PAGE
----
Tuesday, February 12, 2013

A Valentine Memory: The Night my Mother Danced with Lawrence Welk

A Valentine Memory

    What a charmer he was, Mr. One And-A-Two. Lawrence Welk, whose music was upbeat, light and unvarying, was a Gentleman. He made every Lady in the room feel like Lady, and he visited our living room every Saturday night. Each show followed the same format: music from the band, with performances by singers and dancers, and dancers. At the end Mr. Welk joined the dancers on the ballroom floor, where some of the women sported bubble hairstyles in a curious shade of champagne.

     He was a snappy dresser and light on his feet. He was every woman’s dream dance partner, and they would stand in a line that snaked around the ballroom, just to dance with Mr. Welk for a measure or two. (Ladies are used to standing in long lines). He greeted each woman with a beaming smile and inviting arms, his right hand waist height and his left hand waiting for hers, in proper dance position, as if he'd been waiting all evening for the privilege of dancing with her, and he never, ever stepped on her toes.

     I knew an elderly grandmother who got "all gussied up" every Saturday night to watch her favorite show. It was the high point of the week. Her visit to the beauty salon was a close second. One Saturday night Grandma lost track of time and the show came on while she was still in brush rollers, Noxzema face cream, and her old housecoat. She fled the living room, wailing, "Oh, dear, I can’t let him see me like this!"

     My father sold Dodges for a time, and the corporation sponsored Lawrence Welk’s "Dodge Dancing Hour" which later became "The Lawrence Welk Show." In return Mr. Wunnerful, Wunnerful made appearances at annual Dodge New Year’s Eve parties in San Francisco. On one of these occasions my mother danced with him, a memory that always made her smile and blush.

     For more than thirty years we depended on Mr. Welk to show up every Saturday night. Thanks to PBS, youngsters or nostalgic AARP members can enjoy a wistful glimpse of an era when life didn’t seem to move so fast, lyrics were understandable and clean and hopelessly romantic, and Bobby never stepped on Sally's toes.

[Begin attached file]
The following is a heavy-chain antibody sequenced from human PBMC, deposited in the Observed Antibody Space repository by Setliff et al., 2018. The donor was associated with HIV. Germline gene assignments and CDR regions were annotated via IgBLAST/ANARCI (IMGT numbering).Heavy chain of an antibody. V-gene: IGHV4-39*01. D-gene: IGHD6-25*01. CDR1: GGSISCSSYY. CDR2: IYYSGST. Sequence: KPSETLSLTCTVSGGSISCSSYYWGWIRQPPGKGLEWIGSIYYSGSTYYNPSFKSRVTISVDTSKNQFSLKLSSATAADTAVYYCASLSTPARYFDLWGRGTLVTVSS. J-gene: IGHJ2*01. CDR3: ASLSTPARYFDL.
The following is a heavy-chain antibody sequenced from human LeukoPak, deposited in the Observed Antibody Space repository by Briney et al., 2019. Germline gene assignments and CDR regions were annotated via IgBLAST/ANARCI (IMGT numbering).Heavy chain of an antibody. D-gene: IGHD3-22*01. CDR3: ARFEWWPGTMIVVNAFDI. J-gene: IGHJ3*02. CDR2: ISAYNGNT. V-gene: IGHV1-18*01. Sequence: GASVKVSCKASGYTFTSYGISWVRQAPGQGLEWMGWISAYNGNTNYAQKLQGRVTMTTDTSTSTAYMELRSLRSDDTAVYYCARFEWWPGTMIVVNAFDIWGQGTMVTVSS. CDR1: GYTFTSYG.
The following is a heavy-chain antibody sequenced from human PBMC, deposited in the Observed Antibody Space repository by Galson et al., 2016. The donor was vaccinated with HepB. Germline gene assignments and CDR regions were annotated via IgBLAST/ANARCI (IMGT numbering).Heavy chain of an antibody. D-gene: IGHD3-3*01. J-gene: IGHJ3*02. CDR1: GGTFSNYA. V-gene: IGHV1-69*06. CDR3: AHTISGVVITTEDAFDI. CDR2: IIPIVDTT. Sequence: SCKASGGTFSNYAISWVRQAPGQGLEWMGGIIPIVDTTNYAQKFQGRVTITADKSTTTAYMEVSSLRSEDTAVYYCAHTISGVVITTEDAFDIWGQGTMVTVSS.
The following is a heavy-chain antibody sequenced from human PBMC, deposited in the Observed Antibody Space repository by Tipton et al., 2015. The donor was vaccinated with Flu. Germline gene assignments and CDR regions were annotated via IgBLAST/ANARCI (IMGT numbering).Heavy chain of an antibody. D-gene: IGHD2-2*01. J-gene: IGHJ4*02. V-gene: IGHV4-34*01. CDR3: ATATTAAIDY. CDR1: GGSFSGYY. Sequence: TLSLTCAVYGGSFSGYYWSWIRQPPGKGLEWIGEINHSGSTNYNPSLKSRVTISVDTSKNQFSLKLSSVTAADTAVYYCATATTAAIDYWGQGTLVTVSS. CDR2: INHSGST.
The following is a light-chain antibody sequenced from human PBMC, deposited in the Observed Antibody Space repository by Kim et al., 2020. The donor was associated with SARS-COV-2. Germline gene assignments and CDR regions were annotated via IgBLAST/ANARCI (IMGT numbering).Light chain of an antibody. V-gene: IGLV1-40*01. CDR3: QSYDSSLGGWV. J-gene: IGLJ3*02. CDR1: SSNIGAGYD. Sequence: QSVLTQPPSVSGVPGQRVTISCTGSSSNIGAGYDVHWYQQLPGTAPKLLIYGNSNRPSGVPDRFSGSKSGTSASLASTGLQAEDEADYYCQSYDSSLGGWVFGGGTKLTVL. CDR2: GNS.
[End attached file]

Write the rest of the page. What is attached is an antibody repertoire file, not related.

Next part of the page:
Pam Williams said...

Our Saturday tradition involved music, too, but I'm old enough to remember radio days. I left home before Lawrence Welk became part of it, but we always began the day with the Metropolitan Opera broadcast playing in the background while we did our work. After all, Saturday is a special day... it's the day we get ready for Sunday. Then we'd play in the afternoon, or work outside, and end our day with more music. After dinner we gathered around the radio and Mother hummed along with Hawaii Calls, a program of island music, steel guitars and the close harmonies characteristic of the Polynesian sound. Then we'd end the day to the tune of Gene Autry's Melody Ranch--authentic Western music before it was Osmondized and Dollyed up. Mother loved the sound of the Sons of the Pioneers ("Tumblin' Tumbleweed") and I still remember the words to some of the South-of-the-Border songs that recalled ill-fated romances with dark eyed senoritas. That exposure shaped my eclectic musical tastes. Being raised in an age of dance bands and folk music and the advent of rock and roll had a profound influence. Unfortunately, Lawrence Welk was a throwback to those earlier times, but the older generation never forgot and he filled an important niche.

Elsie Park said...

What a wonderful memory! I enjoyed reading this post, Janet. Happy Valentine's day!